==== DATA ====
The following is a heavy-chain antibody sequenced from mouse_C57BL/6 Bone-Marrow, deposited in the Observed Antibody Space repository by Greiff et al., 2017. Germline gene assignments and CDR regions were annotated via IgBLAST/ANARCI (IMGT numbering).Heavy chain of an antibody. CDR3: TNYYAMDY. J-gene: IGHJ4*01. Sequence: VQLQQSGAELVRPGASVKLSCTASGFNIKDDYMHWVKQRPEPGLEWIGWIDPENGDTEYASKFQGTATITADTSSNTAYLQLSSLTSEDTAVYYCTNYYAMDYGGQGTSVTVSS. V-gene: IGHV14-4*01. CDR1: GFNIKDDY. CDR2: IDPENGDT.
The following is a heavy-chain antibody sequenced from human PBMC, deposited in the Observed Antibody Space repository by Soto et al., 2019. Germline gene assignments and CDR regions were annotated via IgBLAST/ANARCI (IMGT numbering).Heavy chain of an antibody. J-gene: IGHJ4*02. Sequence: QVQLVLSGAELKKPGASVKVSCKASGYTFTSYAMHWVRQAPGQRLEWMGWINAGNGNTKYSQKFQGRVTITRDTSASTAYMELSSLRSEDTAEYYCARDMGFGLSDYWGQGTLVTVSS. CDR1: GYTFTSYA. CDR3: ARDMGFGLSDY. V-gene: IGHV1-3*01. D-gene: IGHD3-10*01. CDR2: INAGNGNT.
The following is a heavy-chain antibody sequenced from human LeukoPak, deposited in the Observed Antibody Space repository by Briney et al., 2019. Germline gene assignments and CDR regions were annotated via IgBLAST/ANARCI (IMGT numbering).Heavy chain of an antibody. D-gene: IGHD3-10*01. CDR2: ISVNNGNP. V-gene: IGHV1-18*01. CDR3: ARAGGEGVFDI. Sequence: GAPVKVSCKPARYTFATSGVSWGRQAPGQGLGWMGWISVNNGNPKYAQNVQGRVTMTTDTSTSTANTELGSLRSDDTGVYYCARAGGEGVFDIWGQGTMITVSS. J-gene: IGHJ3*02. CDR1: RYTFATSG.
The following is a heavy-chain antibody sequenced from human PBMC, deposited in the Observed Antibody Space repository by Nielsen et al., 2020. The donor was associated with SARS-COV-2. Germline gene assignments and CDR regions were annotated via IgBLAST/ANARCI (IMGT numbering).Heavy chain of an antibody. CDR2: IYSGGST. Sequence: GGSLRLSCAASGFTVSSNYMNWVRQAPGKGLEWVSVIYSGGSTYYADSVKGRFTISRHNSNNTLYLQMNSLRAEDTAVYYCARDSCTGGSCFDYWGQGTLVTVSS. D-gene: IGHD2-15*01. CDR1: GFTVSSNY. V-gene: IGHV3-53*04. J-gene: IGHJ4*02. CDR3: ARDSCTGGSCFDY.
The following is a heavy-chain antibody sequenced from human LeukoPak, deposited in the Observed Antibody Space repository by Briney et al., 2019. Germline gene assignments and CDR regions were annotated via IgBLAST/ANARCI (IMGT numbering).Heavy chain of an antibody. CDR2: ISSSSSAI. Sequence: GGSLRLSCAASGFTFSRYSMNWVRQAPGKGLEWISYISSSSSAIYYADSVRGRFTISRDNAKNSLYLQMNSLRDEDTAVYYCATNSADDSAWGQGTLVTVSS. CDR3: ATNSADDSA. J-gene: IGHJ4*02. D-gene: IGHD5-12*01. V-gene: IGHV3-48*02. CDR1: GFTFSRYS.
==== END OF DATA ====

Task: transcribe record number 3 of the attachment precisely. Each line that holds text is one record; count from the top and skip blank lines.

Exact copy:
The following is a heavy-chain antibody sequenced from human LeukoPak, deposited in the Observed Antibody Space repository by Briney et al., 2019. Germline gene assignments and CDR regions were annotated via IgBLAST/ANARCI (IMGT numbering).Heavy chain of an antibody. D-gene: IGHD3-10*01. CDR2: ISVNNGNP. V-gene: IGHV1-18*01. CDR3: ARAGGEGVFDI. Sequence: GAPVKVSCKPARYTFATSGVSWGRQAPGQGLGWMGWISVNNGNPKYAQNVQGRVTMTTDTSTSTANTELGSLRSDDTGVYYCARAGGEGVFDIWGQGTMITVSS. J-gene: IGHJ3*02. CDR1: RYTFATSG.